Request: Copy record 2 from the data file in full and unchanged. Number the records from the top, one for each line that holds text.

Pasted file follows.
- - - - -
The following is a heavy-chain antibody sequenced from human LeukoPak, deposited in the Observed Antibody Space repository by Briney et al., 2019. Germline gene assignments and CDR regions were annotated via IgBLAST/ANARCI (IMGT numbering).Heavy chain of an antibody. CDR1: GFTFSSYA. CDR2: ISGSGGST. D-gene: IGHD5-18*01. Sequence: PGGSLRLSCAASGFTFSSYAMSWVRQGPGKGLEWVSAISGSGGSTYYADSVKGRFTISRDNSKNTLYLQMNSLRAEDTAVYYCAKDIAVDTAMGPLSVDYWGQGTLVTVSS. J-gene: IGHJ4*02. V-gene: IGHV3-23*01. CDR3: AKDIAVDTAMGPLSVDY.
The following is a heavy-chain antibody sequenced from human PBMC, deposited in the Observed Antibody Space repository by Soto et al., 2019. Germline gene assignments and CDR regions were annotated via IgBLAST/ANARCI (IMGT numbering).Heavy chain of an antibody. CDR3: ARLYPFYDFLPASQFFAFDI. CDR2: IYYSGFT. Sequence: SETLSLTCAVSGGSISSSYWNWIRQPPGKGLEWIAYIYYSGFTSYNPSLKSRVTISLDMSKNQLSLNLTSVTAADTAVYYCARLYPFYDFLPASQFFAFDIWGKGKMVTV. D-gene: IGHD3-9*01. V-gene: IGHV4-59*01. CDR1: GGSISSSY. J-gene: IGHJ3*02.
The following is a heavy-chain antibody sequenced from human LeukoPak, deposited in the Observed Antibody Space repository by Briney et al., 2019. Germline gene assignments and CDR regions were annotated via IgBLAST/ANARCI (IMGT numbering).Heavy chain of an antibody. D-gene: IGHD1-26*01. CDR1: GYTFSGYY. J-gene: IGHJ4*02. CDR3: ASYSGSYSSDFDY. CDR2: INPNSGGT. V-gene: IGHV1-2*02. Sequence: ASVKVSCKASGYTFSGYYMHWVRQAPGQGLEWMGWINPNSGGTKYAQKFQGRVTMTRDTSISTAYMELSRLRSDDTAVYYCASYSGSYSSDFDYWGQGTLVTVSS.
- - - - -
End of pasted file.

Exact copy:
The following is a heavy-chain antibody sequenced from human PBMC, deposited in the Observed Antibody Space repository by Soto et al., 2019. Germline gene assignments and CDR regions were annotated via IgBLAST/ANARCI (IMGT numbering).Heavy chain of an antibody. CDR3: ARLYPFYDFLPASQFFAFDI. CDR2: IYYSGFT. Sequence: SETLSLTCAVSGGSISSSYWNWIRQPPGKGLEWIAYIYYSGFTSYNPSLKSRVTISLDMSKNQLSLNLTSVTAADTAVYYCARLYPFYDFLPASQFFAFDIWGKGKMVTV. D-gene: IGHD3-9*01. V-gene: IGHV4-59*01. CDR1: GGSISSSY. J-gene: IGHJ3*02.